Adaptive Aware mixes ambient noise with what you’re listening to, so you can be ‘aware’ of your surroundings. This is a good mode for wandering around a city where you can listen to your tunes or make calls, while still hearing traffic noise or a bicycle on the path behind you.

You can assign either the Talk Thru or Ambient Aware modes to a dedicated button on the right-hand ear-cup for easy access. Otherwise, they can be selected through the AKG app.

As with its competitors, you can make voice calls without taking the N700s off. The system uses dual mics and applies noise cancellation to reduce background noise. There’s also a ‘remote’ button on the removable audio cable that you can press to make or answer calls.

The N700s connect wirelessly to your devices using low-energy Bluetooth version 4.2 or a standard audio cable connection. When using Bluetooth, the headphones are rated to last 23 hours with active noise cancellation enabled, or 32 hours using the audio cable. Charging to a full battery takes just 3 hours.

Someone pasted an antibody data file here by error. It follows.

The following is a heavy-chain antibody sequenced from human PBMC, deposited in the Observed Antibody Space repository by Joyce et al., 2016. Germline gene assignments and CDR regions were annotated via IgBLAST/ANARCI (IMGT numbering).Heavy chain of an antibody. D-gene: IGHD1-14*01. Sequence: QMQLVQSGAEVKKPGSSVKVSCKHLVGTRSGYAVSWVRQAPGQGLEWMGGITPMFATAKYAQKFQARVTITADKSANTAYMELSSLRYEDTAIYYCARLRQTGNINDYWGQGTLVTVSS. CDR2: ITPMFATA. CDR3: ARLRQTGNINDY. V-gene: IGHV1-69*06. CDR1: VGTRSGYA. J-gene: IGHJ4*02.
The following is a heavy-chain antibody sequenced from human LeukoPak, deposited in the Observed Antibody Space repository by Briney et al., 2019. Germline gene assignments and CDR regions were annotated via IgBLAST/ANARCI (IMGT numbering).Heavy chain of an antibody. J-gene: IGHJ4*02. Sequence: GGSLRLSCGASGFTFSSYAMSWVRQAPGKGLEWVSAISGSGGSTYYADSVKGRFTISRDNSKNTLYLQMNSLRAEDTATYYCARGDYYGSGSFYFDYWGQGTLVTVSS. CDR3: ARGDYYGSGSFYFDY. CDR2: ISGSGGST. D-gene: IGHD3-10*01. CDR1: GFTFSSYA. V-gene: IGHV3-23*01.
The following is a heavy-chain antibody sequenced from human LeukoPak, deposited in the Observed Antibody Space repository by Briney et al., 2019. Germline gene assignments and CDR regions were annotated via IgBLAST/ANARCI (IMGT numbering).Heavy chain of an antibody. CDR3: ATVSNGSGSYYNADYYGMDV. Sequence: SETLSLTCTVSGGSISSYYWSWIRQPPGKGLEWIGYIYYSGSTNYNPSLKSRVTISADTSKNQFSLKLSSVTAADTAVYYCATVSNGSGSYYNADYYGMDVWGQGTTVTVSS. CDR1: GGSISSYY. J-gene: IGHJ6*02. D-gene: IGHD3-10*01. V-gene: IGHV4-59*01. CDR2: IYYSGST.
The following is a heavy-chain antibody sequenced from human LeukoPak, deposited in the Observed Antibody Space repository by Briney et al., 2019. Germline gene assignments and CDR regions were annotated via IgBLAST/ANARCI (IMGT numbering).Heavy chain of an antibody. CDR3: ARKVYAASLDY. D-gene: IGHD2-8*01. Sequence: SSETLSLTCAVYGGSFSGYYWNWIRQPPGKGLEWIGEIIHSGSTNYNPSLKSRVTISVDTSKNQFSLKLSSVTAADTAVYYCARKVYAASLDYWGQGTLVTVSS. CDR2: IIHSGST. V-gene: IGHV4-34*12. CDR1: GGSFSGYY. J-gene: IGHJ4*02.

Comfort and design

The N700s are made with premium materials such as a metal headband and sliders, aluminium accents and memory foam ear cushions. There’s not as much metal as the Bose QC35 IIs, but enough to feel like they’re worth the money.

Physical controls are uncomplicated; the right ear cup houses the power/pair toggle and a dedicated ‘audio mode’ button. The left has volume up / down and play / pause buttons. There’s a removable audio cable connector on the left cup, and USB-C charge cable on the right. I’m so happy to see that AKG chose the modern, practical USB-C type connector over the antiquated and fiddly micro-USB!